Imagine living right next to a gas station and being forbidden to walk there for a snack. For many of Baltimore’s youth, like Octavia Chase, this is a reality. "My parents don't really allow me to go outside," Octavia shared. "The neighborhood doesn’t seem bad, but if I can’t go to a gas station that’s right there, there must be something wrong. That bothers me." But the high school student found an alternative environment in the Eddie Conway Freedom School, where she can actively give back to her community and attempt to change it for the better.
At-risk youth will take a critical look at their community's needs through a new program in St. Louis, which starts its work this fall. Joshua Saleem, director of the new program, says the future of the city lies with these youth: "AFSC's role is to empower them to do the hard work of making their immediate circle one of peace, and then extending that circle to their neighborhoods and schools so that there's a community of peace there as well."
AFSC's Joshua Saleem, center, visits with students involved with AFSC’s Peace Education Program in Los Angeles.
Joshua Saleem began work with AFSC this spring to create a peace education program in St. Louis modeled after similar AFSC work with youth in Los Angeles and elsewhere. In this interview with regional staffer Jon Krieg, Joshua shares what he’s learned, his vision for AFSC’s work in St. Louis, and why he’s involved.
During their summer break, students from the ACE mentoring program in Logan County toured Southern Community and Technical College where they learned about all the different college options available right in their backyard. After the tour, we took a trip over the mountain to Blair Community Center and Museum. The students learned about the historic labor struggle known as the Battle of Blair Mountain, coal mining's effect on water quality, and what life was like in the coal camps of Logan County.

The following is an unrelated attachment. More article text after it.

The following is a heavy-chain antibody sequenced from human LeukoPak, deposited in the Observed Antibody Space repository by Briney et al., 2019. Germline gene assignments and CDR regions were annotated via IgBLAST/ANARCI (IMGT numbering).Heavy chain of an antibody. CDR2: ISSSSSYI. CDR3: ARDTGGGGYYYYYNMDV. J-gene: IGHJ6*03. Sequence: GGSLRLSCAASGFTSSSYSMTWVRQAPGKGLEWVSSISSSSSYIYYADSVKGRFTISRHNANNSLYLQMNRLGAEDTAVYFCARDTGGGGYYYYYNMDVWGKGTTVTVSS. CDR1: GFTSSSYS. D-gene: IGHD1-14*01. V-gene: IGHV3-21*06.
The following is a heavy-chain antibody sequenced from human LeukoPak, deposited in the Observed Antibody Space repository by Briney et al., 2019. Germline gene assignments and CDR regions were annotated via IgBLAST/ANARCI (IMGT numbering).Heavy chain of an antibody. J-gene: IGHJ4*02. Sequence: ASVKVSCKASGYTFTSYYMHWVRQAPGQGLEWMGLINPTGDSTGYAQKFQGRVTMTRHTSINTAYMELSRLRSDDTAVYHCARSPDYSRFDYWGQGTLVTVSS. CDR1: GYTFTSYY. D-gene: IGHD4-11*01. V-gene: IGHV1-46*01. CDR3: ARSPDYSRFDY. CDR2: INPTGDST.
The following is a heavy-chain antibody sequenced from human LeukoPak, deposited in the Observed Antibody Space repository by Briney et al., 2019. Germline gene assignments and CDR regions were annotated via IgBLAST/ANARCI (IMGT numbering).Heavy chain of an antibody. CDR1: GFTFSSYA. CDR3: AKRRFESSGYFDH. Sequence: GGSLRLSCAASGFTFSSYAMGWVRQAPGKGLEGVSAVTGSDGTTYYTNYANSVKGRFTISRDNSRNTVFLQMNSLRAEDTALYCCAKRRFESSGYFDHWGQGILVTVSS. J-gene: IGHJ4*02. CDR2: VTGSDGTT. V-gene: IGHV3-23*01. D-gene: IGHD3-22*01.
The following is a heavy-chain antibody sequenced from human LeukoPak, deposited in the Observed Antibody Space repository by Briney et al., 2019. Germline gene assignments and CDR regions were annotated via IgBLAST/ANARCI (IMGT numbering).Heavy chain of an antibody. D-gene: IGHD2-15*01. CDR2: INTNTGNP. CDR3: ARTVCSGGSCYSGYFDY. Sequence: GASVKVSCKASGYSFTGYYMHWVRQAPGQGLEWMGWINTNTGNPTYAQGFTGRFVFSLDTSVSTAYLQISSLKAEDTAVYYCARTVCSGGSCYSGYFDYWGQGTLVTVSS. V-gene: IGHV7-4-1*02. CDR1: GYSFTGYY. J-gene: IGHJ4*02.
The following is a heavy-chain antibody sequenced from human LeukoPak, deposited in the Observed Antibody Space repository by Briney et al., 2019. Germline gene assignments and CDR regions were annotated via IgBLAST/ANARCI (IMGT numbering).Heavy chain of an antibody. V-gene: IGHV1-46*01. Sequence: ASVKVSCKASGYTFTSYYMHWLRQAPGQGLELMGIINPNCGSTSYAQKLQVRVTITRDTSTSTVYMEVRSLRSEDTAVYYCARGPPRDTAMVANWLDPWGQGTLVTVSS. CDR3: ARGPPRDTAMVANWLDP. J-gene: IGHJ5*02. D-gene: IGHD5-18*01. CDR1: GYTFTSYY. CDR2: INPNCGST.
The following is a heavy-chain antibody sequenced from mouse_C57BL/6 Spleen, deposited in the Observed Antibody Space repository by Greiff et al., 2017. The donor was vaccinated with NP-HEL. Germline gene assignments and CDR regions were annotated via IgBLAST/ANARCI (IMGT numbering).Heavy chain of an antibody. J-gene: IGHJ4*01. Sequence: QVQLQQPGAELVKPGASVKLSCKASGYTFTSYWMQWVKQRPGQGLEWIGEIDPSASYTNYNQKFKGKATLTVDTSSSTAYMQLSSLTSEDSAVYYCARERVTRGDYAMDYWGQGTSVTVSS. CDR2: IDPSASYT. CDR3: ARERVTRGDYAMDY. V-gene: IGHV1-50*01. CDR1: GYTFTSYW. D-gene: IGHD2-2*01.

April 2012 Program Update with Shan Cretin and Keith Harvey
This is a recording of the American Friends Service Committee’s Monthly Program Update call from April 19, 2012 with Shan Cretin, AFSC’s General Secretary. Shan sat down with Keith Harvey, Regional Director, of the Cambridge, MA office to discuss AFSC's Truth and Reconciliation work with the Wabanaki Youth program.
During their spring break, students from the BAPs (Believing All is Possible!) mentoring program at Logan High School took a trip to Sandy Spring Friends School in Sandy Spring, MD and Washington D.C.
At Sandy Spring Friends School (SSFS), Logan students shadowed SSFS students to their classes and attended a schoolwide Quaker meeting, where they were amazed that hundreds of high school students stayed in quiet reflections for over thirty minutes. The kids visited the school gardens and got to go zip-lining too!
American Friends Service Committee--Chicago and National Priorities Project proudly presents the Second Annual AFSC Benefit and the "If I Had A Trillion Dollars" Youth Film Festival. Join us for a night of peace, dialogue, and activism!
Mia Jones working with youth from the Ashburn Elementary School in Baltimore, Maryland.
Our future is only as strong as the young people we have invested in as a community. Miafere “Mia” Jones is a young woman doing just that in Baltimore City, not just investing in our youth, but also offering herself as a resource to those in need of guidance. The 24 year-old bright, beautiful, and multi-talented Jones is currently the program director for Baltimore Youth Empowerment through conflict resolution for the American Friends Service Committee.
Hundreds of people gathered recently in the Tegal Terban field of, Yogyakarta, Indonesia to watch the Archipelago Cultural Festival. It featured numerous cultural performances by students and groups from all over Indonesia, and culminated in a commemoration of the Youth Pledge Day celebrating unity and nationalism.
The youth group Archipelago Rainbow Circle, Terban village residents and Jorje TV Station collaborated to produce the festival.
This report provides examples of the work your generous support has made possible this year. As you read it, we are confident that the progress shown will fuel your optimism and determination. Thank you for being part of our community!
AFSC is a Quaker organization devoted to service, development, and peace programs throughout the world. Our work is based on the belief in the worth of every person, and faith in the power of love to overcome violence and injustice. Learn more
Where we work
AFSC has offices around the world. To see a complete list see the Where We Work page.